Oh my gosh, it’s changed me so much. My priorities are completely different. I feel like my whole life has been a rat race with my career. Every decision has been based on this first love: which is my art, my job. And while I have a profound respect and love for my career and for the craft of acting, there’s no question that it’s second fiddle to family. Now the decisions that I make about my career are very much based on how it will influence and affect my family. Certain auditions don’t appeal to me anymore. It’s gotta really be worth it to go shoot in Romania for six weeks, you know? … I love being with my son. He’s my bestie. We have so much fun together, and I just adore him. I very much want to have another child as well. I don’t foresee a Jon and Kate plus 8 situation happening, but I think two kids is hopefully in the cards for us.
It seems like you’re striking a good balance between your personal and professional life.
I think I was very fortunate pretty early on in my career, that I had a major life lesson crack me across the head, if you will. About ten years ago, I had my own series; it was called Monarch Cove. It was something I had been working towards for many years. It was the first show pilot I had ever done that was picked up [with me as first lead]. I thought it was everything I had wanted. It was an interesting storyline. It shot in Australia, which sounded very fun: I’d be moving to Australia for 6 months. … [But] it was all on my shoulders. It was my face on every billboard, every bus that went by in New York City — me doing all the interviews. I felt responsible for the show.
How did it turn out?
It ended up being a really bad experience while I was in the middle of it. It was lonely and isolating. I had such a difficult time with it, actually, that I was pretty convinced that I was going to leave the business altogether. I was only 26 or 27 at the time, and I ended up getting back here and taking a breath, and not leaving the business. The biggest thing I took away from it was that I can never let anything in my work, completely consume me. When I was working on that show, I did. I did not even have moments to call my boyfriend back home, talk to my parents, see friends, anything. I was 100 percent invested in my work, which will never bring you fulfillment and happiness the way that people and relationships will.
What happened next?
I learned another really great life lesson in that experience. I came back to Los Angeles, where I was living at the time, and there was a billboard of the show — which was kind of the name of the show and my face on it — right outside of the Starbucks, which is the Starbucks that I used to go to when I first moved to LA. It’s the place where I would dream about someday having my own show. And — because it was such an uncomfortable experience — every time I drove past the billboard, it actually made me shudder and avert my eyes. One day I decided, “You know what? I’m ready. I’m going to go sit down at that Starbucks, I’m going to have a cup of coffee like I used to do, and I’m just going to look up at the billboard and just express gratitude: Just be grateful that this experience happened, and [for] what I can learn from it, and just be in a place of thanksgiving.” And I drove to the Starbucks, and I parked, and I got my cup of coffee, and I sat at the table, and I took a deep breath, and I looked up, and it was an iPod ad. [laughs] Overnight it had changed to another ad.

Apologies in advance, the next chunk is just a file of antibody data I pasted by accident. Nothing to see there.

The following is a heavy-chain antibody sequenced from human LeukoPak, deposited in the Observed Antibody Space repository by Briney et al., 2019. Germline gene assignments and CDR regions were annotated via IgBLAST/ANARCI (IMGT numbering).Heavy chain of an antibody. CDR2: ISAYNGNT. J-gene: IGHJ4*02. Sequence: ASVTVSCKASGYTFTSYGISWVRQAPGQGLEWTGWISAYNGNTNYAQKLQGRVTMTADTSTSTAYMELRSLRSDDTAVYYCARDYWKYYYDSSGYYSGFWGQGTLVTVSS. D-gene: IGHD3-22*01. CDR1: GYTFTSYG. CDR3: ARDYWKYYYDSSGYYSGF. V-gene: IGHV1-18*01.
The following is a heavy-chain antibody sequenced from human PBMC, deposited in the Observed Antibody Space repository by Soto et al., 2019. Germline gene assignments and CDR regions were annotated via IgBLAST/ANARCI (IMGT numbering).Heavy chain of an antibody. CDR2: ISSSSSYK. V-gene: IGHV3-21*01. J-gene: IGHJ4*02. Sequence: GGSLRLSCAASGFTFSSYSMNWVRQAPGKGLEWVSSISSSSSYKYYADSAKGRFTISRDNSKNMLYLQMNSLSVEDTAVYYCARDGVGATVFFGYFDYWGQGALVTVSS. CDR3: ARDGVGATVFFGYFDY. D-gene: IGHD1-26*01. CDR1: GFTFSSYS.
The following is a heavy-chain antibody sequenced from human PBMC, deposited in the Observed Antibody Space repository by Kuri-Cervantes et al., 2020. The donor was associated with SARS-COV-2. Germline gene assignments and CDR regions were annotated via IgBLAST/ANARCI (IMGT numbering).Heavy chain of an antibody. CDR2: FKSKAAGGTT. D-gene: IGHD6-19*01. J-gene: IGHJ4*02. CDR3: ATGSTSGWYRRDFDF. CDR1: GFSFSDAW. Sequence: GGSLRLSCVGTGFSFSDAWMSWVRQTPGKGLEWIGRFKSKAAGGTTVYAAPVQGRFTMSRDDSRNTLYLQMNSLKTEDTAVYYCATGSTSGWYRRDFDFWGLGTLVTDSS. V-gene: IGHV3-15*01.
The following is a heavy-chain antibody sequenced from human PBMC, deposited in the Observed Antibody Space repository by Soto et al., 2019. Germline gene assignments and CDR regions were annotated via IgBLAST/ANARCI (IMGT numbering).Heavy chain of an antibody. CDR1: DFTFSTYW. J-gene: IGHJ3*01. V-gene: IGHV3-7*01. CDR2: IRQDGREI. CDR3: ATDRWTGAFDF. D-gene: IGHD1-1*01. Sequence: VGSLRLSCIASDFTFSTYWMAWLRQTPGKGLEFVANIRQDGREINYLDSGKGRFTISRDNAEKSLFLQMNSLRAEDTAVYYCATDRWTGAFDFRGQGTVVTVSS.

What did you do?!
I started hysterically laughing, and I couldn’t stop. … It was so much better than if the old billboard had been up there. You don’t get to pick and choose when to be grateful. You just need to be grateful in every moment — for whatever it is that you’re going through. It was just the best life lesson I’ve ever learned. I have to say I make a very concerted effort to be grateful in every moment for whatever it is I’m going through — even the very low lows on the roller coaster because they are definitely plentiful as well. [I try to] express gratitude and really recognize that family, friends, people, relationships always need to take precedence over career. And career fulfillment will come when the rest of your life is in balance.
Let’s talk a little bit more about philanthropy.
I’ve always found in my life that the more I give away, the more I inadvertently receive. That’s really in everything. When I give away my time, somehow I’m blessed with more time to do what I need to do. When I give away my money, somehow I’m blessed with more money. When I give away things of my skill set, somehow the areas where I’m lacking end up coming to me.
Is there a group you’d like more people to know about?
Free the Slaves: I got involved with them years ago, I just think they’re an incredible organization whose emphasis is freeing slaves and putting value on human life. I don’t know of much that has a higher cause than that. I went to Nepal and India years ago with them and was able to speak with a lot of people who had been brought out of captivity and talked to them about their communities, how to work with them and how to help them. One thing I love about Free The Slaves is they very much are in alignment with the saying: “Give a man a fish, he eats for a day. Teach a man to fish and he eats for a lifetime.” They are all about empowering communities and equipping them with ways to sustain themselves.
Last modified: August 22, 2017